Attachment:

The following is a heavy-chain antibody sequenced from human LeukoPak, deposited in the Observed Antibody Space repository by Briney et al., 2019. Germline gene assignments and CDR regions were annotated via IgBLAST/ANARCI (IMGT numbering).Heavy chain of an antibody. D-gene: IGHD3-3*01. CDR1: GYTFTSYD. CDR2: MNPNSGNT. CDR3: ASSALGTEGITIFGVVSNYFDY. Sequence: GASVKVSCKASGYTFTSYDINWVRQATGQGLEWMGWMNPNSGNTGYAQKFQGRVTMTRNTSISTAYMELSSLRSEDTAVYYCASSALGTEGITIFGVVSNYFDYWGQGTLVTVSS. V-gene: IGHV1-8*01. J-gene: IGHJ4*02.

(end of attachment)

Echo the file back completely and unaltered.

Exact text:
The following is a heavy-chain antibody sequenced from human LeukoPak, deposited in the Observed Antibody Space repository by Briney et al., 2019. Germline gene assignments and CDR regions were annotated via IgBLAST/ANARCI (IMGT numbering).Heavy chain of an antibody. D-gene: IGHD3-3*01. CDR1: GYTFTSYD. CDR2: MNPNSGNT. CDR3: ASSALGTEGITIFGVVSNYFDY. Sequence: GASVKVSCKASGYTFTSYDINWVRQATGQGLEWMGWMNPNSGNTGYAQKFQGRVTMTRNTSISTAYMELSSLRSEDTAVYYCASSALGTEGITIFGVVSNYFDYWGQGTLVTVSS. V-gene: IGHV1-8*01. J-gene: IGHJ4*02.